The B.Factory - Molecular Biotechnology, Bioreactors, Biofuels and Food research group - develops research activities aiming at the development of biotechnology, chemical and food industry and the advanced training of human resources. The B.Factory group makes use of competences on life sciences, food and chemical technology to foster the development of a knowledge-based bio-economy (KBBE), leading to improved growth and competitiveness in traditional sectors, such as food and agriculture, and help fostering emerging sectors, such as bio-based products and biofuels.
One of the main features of the B.Factory group is the close cooperation of these three complementary and interdisciplinary areas of research that, taken together, allow for the existence of a creative and successful scientific environment on biotechnology and bioengineering research.
Within the Molecular Biotechnology and Microbial Physiology area, the developed activities make use of molecular biotechnology tools, namely genetic, metabolic, physiological and protein engineering, for the development and intensification of bioprocesses with focus on the utilization of renewable feedstock, and production of added-value metabolites and recombinant proteins with applications in the food, energy, chemical and biomedical industries.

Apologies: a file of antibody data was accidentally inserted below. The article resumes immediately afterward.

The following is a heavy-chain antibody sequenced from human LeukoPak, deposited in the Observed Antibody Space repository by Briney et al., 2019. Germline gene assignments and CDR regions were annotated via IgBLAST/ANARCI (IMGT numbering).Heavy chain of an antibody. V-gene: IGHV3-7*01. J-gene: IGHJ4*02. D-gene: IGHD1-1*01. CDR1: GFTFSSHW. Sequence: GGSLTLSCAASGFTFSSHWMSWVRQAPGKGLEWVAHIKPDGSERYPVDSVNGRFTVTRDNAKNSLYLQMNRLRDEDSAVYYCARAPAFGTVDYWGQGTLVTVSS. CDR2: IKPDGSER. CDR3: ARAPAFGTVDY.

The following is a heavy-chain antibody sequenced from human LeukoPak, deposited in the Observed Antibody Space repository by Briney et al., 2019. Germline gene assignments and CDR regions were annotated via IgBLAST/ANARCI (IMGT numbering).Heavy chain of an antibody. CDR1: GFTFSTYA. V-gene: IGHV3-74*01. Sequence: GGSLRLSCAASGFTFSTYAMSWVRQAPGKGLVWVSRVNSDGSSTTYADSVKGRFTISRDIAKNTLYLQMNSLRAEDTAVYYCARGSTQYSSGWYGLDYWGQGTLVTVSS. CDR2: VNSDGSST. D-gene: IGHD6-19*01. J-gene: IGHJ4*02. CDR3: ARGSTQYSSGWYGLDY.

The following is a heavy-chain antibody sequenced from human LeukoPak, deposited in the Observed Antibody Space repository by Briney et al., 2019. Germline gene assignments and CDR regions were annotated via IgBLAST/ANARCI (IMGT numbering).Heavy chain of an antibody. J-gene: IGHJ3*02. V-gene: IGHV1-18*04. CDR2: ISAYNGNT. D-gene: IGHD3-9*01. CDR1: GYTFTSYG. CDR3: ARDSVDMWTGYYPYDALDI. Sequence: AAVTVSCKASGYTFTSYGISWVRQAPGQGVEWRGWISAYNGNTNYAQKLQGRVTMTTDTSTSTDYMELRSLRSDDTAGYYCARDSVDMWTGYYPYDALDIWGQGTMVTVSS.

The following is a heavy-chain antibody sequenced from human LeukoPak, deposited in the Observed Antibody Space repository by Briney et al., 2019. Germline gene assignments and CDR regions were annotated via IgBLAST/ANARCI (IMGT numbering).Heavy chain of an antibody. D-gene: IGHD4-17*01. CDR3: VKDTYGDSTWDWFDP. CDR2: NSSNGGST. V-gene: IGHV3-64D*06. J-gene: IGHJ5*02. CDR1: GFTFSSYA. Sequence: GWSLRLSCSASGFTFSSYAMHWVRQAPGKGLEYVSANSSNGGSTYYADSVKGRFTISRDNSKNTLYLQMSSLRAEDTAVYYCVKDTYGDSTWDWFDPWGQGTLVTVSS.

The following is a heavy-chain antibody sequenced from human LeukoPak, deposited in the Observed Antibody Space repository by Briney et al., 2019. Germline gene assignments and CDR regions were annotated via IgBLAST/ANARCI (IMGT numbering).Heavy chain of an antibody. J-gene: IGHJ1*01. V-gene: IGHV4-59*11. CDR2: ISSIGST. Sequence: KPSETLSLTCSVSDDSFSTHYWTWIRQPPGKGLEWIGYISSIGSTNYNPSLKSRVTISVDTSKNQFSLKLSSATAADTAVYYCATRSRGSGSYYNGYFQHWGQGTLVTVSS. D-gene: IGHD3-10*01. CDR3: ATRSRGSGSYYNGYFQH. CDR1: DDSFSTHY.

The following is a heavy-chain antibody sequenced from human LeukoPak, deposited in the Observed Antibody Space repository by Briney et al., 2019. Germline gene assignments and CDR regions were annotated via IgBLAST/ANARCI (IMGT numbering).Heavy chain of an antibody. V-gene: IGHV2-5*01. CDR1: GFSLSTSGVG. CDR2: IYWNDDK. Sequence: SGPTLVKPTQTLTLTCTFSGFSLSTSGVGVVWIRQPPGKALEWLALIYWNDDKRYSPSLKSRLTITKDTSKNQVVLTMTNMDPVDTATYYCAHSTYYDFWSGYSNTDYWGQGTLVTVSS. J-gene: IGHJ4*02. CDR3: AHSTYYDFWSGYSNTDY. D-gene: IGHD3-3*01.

To be successfully implemented, a bioprocess requires that molecular biotechnology research activities on the development and intensification of bioprocesses are complemented by engineering/technology-driven activities, this being the main focus of the work developed by the Bioprocess Engineering sub-group. Within this group, engineering tools are applied to design strategies for process intensification, such as low-cost fermenters, alternative novel reactor concepts, development of continuous multiphase bioreactors and for process integration. Relevant activities also include the development of advanced treatments of biomass to make all fractions available for further processing into high-value intermediates and products, including biofuels. It is clear that a close integration must occur between these two-subgroups to provide an efficient reply to the challenges associated with the development of a Biotechnology process.
It is also evident that Biotechnology has a main role on the food sector being several food products obtained through biotechnology. Moreover, very significant amounts of by-products are produced by the food sector; in particular, lignocellulosic materials and cheese whey that are expected to be main substrates e.g. for biotechnology fermentation processes. The importance of biotechnology in the food industry and the use of by-products from the food industry for the production of chemicals and energy gave rise to a sub-group on Food Science and Technology. This sub-group addresses some of the relevant issues pointed out above on the use of fermentation and enzyme technology and on the use of food industry by-products and has extended its activities for new areas of interest such as novel technologies for food processing, novel packaging systems and food nanotechnology. Developed activities aim at enhancing the functionality, quality and nutritional value of food, including organoleptic aspects, together with the integration of advanced technologies into food production.
2 The Bioprocess Engineering